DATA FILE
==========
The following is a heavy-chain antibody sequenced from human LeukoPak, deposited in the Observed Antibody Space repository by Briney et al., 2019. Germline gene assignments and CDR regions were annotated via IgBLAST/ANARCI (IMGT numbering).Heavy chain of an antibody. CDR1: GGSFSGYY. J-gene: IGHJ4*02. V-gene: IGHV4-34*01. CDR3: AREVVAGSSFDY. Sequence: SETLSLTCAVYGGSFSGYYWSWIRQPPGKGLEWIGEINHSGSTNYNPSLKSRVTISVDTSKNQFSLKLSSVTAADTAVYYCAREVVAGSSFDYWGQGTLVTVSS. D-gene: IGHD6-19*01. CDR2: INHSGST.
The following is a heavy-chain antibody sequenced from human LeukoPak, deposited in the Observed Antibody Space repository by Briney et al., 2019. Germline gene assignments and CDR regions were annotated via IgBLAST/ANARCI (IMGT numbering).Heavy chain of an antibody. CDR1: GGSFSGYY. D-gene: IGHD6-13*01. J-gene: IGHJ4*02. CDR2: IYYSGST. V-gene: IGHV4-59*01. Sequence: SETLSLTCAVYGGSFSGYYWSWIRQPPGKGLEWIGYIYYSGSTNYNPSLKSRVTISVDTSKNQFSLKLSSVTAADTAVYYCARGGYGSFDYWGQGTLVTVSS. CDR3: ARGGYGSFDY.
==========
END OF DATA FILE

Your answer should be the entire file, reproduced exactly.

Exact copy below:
The following is a heavy-chain antibody sequenced from human LeukoPak, deposited in the Observed Antibody Space repository by Briney et al., 2019. Germline gene assignments and CDR regions were annotated via IgBLAST/ANARCI (IMGT numbering).Heavy chain of an antibody. CDR1: GGSFSGYY. J-gene: IGHJ4*02. V-gene: IGHV4-34*01. CDR3: AREVVAGSSFDY. Sequence: SETLSLTCAVYGGSFSGYYWSWIRQPPGKGLEWIGEINHSGSTNYNPSLKSRVTISVDTSKNQFSLKLSSVTAADTAVYYCAREVVAGSSFDYWGQGTLVTVSS. D-gene: IGHD6-19*01. CDR2: INHSGST.
The following is a heavy-chain antibody sequenced from human LeukoPak, deposited in the Observed Antibody Space repository by Briney et al., 2019. Germline gene assignments and CDR regions were annotated via IgBLAST/ANARCI (IMGT numbering).Heavy chain of an antibody. CDR1: GGSFSGYY. D-gene: IGHD6-13*01. J-gene: IGHJ4*02. CDR2: IYYSGST. V-gene: IGHV4-59*01. Sequence: SETLSLTCAVYGGSFSGYYWSWIRQPPGKGLEWIGYIYYSGSTNYNPSLKSRVTISVDTSKNQFSLKLSSVTAADTAVYYCARGGYGSFDYWGQGTLVTVSS. CDR3: ARGGYGSFDY.